Something my mom didn’t say, but would have if she was Captain Awesome: there should definitely be a therapist, or someone else who is just there to listen without judgment, emotional involvement, or social recompense, so that you can talk about the ugly stuff that comes with this situation– the sneaking sense of hope and relief if the relative takes a turn for the worse, the guilt that comes with that, the resentment of someone else taking up all your boyfriend’s time, all the nasty stuff that’s making you feel awful. Get it out of you! This is big stuff. Nasty stuff.

    Your boyfriend is leaning on you, and can’t be there (or spare the emotional energy) to help you deal with your work stress, and that’s hard! It doesn’t help that “has a dying relative” tends to trump everything else in the stress contest, so you get to feel like your stress is petty in comparison, but it still hurts. Get Team You on the phone, and lean on them hard. If you can get all the nasty stuff out when you’re talking to Team You, then it won’t come flying out when you’re finally having time with your boyfriend.

    • Wogglebug said:

      “there should definitely be a therapist, or someone else who is just there to listen without judgment, emotional involvement, or social recompense”

      Where I grew up, there was a hotline that was just for that. It was an 800 number, it was staffed by volunteers, and it wasn’t for referral to therapy or social services or anything — it was just to talk. The volunteer I knew said mostly they got lonely people, who needed to know someone was listening. Some other towns have similar services. Could be worth checking, just so you have someone to go ‘mm-hmm’ and ‘uh-huh’ while you rant about the unfairness and frustration of it all.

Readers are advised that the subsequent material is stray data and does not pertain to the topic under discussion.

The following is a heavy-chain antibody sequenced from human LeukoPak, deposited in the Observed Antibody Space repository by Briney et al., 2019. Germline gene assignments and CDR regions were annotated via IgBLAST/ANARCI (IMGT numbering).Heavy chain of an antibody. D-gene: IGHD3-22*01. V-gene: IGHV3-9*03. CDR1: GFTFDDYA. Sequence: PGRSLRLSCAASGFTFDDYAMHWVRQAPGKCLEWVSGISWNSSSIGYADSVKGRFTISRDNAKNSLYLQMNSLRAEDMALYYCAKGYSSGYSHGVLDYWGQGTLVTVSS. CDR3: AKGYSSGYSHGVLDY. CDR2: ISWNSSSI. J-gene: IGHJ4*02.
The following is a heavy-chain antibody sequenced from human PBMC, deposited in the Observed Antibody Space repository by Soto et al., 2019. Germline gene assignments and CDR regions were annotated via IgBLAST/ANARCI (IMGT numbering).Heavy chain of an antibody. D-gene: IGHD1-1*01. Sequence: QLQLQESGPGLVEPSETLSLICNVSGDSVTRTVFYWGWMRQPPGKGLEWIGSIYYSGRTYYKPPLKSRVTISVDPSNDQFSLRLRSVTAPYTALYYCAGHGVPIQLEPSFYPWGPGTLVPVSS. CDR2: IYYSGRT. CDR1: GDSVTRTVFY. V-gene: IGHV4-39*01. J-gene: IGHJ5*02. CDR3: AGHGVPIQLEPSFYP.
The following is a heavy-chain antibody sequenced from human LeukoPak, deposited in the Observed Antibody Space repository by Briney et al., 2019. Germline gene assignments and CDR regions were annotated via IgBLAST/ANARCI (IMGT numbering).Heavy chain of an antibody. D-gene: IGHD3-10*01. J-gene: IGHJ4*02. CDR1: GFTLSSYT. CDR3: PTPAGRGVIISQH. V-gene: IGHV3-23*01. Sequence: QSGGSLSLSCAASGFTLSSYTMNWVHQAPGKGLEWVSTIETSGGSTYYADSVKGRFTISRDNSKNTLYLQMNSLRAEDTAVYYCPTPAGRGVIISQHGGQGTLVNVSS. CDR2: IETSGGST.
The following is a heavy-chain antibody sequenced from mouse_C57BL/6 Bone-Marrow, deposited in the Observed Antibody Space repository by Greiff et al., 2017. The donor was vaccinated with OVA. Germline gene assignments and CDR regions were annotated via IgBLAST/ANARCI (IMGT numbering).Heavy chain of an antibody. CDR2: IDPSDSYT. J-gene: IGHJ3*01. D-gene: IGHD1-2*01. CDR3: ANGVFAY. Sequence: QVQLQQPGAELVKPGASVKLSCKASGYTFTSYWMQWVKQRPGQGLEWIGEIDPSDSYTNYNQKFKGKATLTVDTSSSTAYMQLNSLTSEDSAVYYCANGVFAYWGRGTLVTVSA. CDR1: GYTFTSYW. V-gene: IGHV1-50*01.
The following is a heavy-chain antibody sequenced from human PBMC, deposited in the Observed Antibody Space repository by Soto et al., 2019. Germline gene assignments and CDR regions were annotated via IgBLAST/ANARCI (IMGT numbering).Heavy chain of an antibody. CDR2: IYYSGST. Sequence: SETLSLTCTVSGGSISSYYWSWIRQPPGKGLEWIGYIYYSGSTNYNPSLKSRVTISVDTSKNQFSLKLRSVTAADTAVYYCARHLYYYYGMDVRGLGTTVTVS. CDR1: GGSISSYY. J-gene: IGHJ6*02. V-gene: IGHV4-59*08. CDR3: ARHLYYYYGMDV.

10. Ethyl said:

    This was my 2005-2006, actually. My partner’s mom was diagnosed with cancer that quickly progressed, and she died in late 2006. During the time she was sick, he spent a LOT of time with her in the faraway state she had moved to with her new husband, who had recently left. I was angry and resentful at the amount of time he was spending there, especially since she was being stubborn about not moving closer to family. I did a lot of that picking fights thing, both over the phone and when partner came home.

    I think my biggest piece of advice to the LW is to reiterate what CA and some of the other commenters have noted: your partner’s crisis doesn’t magically erase your needs, and *that is ok.* You’re allowed to have needs even during this time! I definitely struggled with feeling like my emotional needs were silly or frivolous because, well, my mom wasn’t dying so I should just suck it up. But that kind of thinking led me to ignore the other needs that weren’t getting met. I’m not sure what your situation is, LW, but my partner and I were living together, and he was taking enormous amounts of unpaid time off to deal with this, and our financial situation and home situation were really suffering in addition to my emotional well-being. That just added to the resentment and made the fights even worse (fighting about money when your partner’s mom is dying, how could I be so unfeeling!).

    The key, of course, is finding good ways of communicating about it, which frankly we were quite bad at during that time but managed through trial and error to figure it out. I definitely second/third/wevs the idea of having a set time set aside for you, and also the daily text messages or phone calls. And to remember that you matter too, and that nobody can be an unlimited fountain of support indefinitely. Hang in there, LW.

  11. Gillian said:

    Input from the other side. Some years ago I was rather freshly married to a wonderful man. Then my sibling committed suicide and one of my parents was killed in a car crash and one of my grandparents died of a heart-attack. All within the space of 6 months. My (wonderful, lovely, supportive) husband was amazing for three weeks… and then he collapsed. Went into clinical depression. And then I had to care for my grieving family (I’m the eldest of my generation across the family, so it fell to me), work to support us both (’cause he was depressed and couldn’t work), and take care of the house/pets/food because he couldn’t (because he was depressed).

    And then he left me, because my life was too tragic for him (direct quotation).

    I can’t tell you what to do and how to feel and how to move forward… but I can tell you that if you don’t get some support for yourself RIGHT NOW you will end up as just one more thing the bf has to care for on top of al already-full plate. Not to mention that you will end up leaving him because DUDE, it’s HARD to deal with grief and illness and death, and if you don’t have someone to hold you while you help your bf hold himself and his family… you’ll end up bailing, out of sheer survival instinct.